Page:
The following is a guest post from Ed Keller, CEO of Engagement Labs. Opinions are the author's own.
Super Bowl LIV is a month away and Fox announced that all ad inventory has been sold out for more than a month at prices "north of $5 million to as much as $5.6 million." How will advertisers know if they've achieved ROI on this significant investment?
USA Today has measured the popularity of Super Bowl commercials for more than three decades with its Ad Meter system. It has become the most widely used indicator of advertising success in the big game — but it doesn't work, and it is destined to fail again next month.
Ad Meter invites thousands of football fans to evaluate the quality of each ad on a scale of one to 10 and publishes the results. In the current issue of the peer-reviewed Journal of Advertising Research, two colleagues and I compared five metrics of Super Bowl advertiser performance and discovered that Ad Meter is a clear outlier. It is the one metric totally unrelated to the others.
In last year's game, Bud Light launched a memorable series of ads thematically tied into the imminent finale series of "Game of Thrones," showing medieval characters at a jousting match and discussing which beer brands contain corn syrup.
Ad Meter proclaimed three spots for Bud Light to be ranked 16th, 17th, and 43rd among 58 measured. And yet among 23 Super Bowl advertiser brands, Bud Light generated the single biggest increase in Google Search activity and the fifth largest increase in YouTube views, according to an evaluation by Engagement Labs. Bud Light also performed well on two other metrics we measured — online and offline conversations. It saw the biggest increase in social media mentions and the fourth biggest increase in offline conversations. By all indications, Bud Light won Super Bowl 2019, but its success was completely missed by Ad Meter.
In fact, Ad Meter's results for all the advertisers were negatively correlated with each of the other four metrics studied — meaning the better the Ad Meter rating, the worse its performance on other metrics. In addition to Bud Light, brands such as Doritos, Pepsi, Olay, and TurboTax did much better on every other metric than they did for Ad Meter. At the opposite end, Amazon, Hulu, Microsoft, and Verizon all performed far better on Ad Meter than on the other metrics.
While the Super Bowl is largely perceived to be a "buzz generating" event, the study also shows that online performance is key, but is insufficient on its own. With their heavy focus on digital amplification, most advertisers see growth in online posts around the big game. However, as the most social TV viewing event of the year, water cooler buzz is also huge and not well reflected by what's happening online.
When both online and offline are factored in, the outcome is more mixed. Only seven of the advertisers enjoyed lifts of at least 10% in both online and offline conversations. Driving up social media only without a corresponding increase in offline conversation is like kicking a field goal instead of scoring a touchdown. Of these seven brands that achieved both, only two (Kia and the NFL) scored among the Ad Meter elite.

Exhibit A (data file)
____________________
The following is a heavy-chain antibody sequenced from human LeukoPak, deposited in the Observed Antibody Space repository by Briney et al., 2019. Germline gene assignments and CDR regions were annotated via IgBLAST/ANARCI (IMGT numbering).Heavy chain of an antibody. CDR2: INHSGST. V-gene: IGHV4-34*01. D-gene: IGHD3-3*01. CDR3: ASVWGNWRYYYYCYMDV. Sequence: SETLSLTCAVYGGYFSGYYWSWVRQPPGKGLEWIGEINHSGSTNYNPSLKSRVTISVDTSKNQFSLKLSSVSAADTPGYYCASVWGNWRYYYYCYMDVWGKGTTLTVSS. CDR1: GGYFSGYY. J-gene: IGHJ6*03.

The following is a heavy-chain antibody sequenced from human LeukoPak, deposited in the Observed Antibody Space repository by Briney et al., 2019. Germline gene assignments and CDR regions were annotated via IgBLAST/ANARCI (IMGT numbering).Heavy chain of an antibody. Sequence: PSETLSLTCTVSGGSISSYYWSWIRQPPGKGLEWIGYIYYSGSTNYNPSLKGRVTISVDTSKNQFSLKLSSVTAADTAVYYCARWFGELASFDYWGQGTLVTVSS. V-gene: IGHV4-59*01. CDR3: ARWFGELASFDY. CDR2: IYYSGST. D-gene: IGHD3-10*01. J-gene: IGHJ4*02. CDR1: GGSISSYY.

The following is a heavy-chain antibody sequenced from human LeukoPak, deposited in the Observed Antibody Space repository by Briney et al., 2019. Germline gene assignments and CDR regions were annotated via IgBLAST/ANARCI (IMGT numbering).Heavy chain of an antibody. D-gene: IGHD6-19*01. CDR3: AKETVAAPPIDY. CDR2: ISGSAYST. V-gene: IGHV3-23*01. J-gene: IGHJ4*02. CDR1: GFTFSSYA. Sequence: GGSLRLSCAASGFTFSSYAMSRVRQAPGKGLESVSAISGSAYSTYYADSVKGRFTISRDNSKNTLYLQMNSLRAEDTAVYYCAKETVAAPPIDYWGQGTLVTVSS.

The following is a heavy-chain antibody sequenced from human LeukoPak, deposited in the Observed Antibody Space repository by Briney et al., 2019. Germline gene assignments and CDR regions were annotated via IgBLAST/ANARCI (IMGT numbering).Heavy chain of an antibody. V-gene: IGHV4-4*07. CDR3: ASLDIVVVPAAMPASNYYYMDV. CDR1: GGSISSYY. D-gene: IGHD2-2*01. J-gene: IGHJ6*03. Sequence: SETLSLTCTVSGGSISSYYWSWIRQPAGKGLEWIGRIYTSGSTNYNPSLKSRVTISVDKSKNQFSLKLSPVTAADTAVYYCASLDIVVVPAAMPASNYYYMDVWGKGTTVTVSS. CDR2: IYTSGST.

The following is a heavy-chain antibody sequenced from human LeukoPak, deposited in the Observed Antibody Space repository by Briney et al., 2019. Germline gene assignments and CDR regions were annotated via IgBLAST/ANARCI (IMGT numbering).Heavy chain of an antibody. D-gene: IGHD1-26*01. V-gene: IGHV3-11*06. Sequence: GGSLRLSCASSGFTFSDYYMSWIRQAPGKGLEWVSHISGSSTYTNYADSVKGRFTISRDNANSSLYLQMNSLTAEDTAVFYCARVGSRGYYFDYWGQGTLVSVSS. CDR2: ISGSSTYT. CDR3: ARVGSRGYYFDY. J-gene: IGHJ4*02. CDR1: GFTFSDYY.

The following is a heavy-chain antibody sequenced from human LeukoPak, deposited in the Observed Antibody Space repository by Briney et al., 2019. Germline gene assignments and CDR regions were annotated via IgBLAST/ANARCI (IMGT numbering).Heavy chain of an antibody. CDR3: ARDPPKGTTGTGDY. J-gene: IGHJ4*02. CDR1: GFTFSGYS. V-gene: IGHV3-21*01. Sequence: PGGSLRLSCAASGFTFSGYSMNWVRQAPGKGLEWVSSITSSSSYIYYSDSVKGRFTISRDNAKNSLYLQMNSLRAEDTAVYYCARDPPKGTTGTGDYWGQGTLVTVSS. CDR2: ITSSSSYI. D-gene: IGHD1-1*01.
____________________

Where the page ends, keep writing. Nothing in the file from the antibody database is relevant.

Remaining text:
Why does the Ad Meter system fail to predict success as measured by the other metrics?
Targeting matters. Although the Super Bowl draws a broad audience, many advertisers are focused on just a portion of the audience, perhaps just men (Budweiser), women (Olay) or young adults (Doritos). It doesn't matter if the ads earn poor marks from people outside those targets, so long as the respective target market is engaged.
Branding matters. Some popular ads fail to generate a strong response for the brand because the narrative dominates at the brand's expense, as what likely occurred when Harrison Ford's indulgent pet dog used Alexa to order excessive amounts of food. Entertaining, for sure, but was there a clear brand message?
Creative matters. To be sure, the quality and execution of a creative idea matters, provided it's used in tandem with other strategic imperatives. In 2019, Bud Light tapped into the cultural zeitgeist by partnering with "Game of Thrones," the most talked about TV program in more than a decade.
Behavior matters. Self-reported opinions — such as evaluations of Super Bowl commercials — are generally less reliable as indicators than actual consumer behavior. YouTube views, Google searches, social media mentions and offline conversations are all behavioral metrics, whereas Ad Meter reflects opinions.
Outcomes matter. Being popular is not always crucial to victory, as we've seen lately in politics. Last year, TurboTax ran a creepy commercial about the value having a real person — rather than a robot — on the other end of a customer support line. The spot drove a bigger lift in offline conversations about the brand than observed for any other advertiser, yet it ranked nearly last in Ad Meter's popularity contest.
More important than deciding who wins and loses the Super Bowl LIV ad war, though, are the lessons for what makes in-game ads effective. To win on Super Sunday, advertisers should concentrate less on the popularity of their ads and instead be laser-focused on driving engagement of their target audiences — both digitally and face-to-face in America's family rooms and sports bars.
Here's hoping for an exciting game and engaging ads. To the victor go the spoils!